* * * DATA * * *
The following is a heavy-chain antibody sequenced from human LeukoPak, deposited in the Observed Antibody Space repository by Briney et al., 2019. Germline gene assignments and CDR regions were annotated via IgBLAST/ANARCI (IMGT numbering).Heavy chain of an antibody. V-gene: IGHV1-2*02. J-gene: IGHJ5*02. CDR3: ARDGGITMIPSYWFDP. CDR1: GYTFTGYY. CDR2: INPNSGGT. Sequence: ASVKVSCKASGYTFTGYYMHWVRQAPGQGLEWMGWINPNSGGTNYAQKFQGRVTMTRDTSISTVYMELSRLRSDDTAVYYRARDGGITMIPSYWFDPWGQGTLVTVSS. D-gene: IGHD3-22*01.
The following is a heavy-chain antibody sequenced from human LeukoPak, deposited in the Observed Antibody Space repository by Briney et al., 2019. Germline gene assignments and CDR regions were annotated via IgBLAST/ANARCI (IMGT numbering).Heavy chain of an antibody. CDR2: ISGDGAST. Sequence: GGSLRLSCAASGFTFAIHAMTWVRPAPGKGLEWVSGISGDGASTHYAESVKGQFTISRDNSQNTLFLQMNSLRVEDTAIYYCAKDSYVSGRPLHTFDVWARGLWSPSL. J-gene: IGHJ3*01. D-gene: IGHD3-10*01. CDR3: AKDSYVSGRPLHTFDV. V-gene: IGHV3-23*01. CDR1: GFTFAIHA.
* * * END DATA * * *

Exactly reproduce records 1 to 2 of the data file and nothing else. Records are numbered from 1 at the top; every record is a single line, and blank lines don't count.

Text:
The following is a heavy-chain antibody sequenced from human LeukoPak, deposited in the Observed Antibody Space repository by Briney et al., 2019. Germline gene assignments and CDR regions were annotated via IgBLAST/ANARCI (IMGT numbering).Heavy chain of an antibody. V-gene: IGHV1-2*02. J-gene: IGHJ5*02. CDR3: ARDGGITMIPSYWFDP. CDR1: GYTFTGYY. CDR2: INPNSGGT. Sequence: ASVKVSCKASGYTFTGYYMHWVRQAPGQGLEWMGWINPNSGGTNYAQKFQGRVTMTRDTSISTVYMELSRLRSDDTAVYYRARDGGITMIPSYWFDPWGQGTLVTVSS. D-gene: IGHD3-22*01.
The following is a heavy-chain antibody sequenced from human LeukoPak, deposited in the Observed Antibody Space repository by Briney et al., 2019. Germline gene assignments and CDR regions were annotated via IgBLAST/ANARCI (IMGT numbering).Heavy chain of an antibody. CDR2: ISGDGAST. Sequence: GGSLRLSCAASGFTFAIHAMTWVRPAPGKGLEWVSGISGDGASTHYAESVKGQFTISRDNSQNTLFLQMNSLRVEDTAIYYCAKDSYVSGRPLHTFDVWARGLWSPSL. J-gene: IGHJ3*01. D-gene: IGHD3-10*01. CDR3: AKDSYVSGRPLHTFDV. V-gene: IGHV3-23*01. CDR1: GFTFAIHA.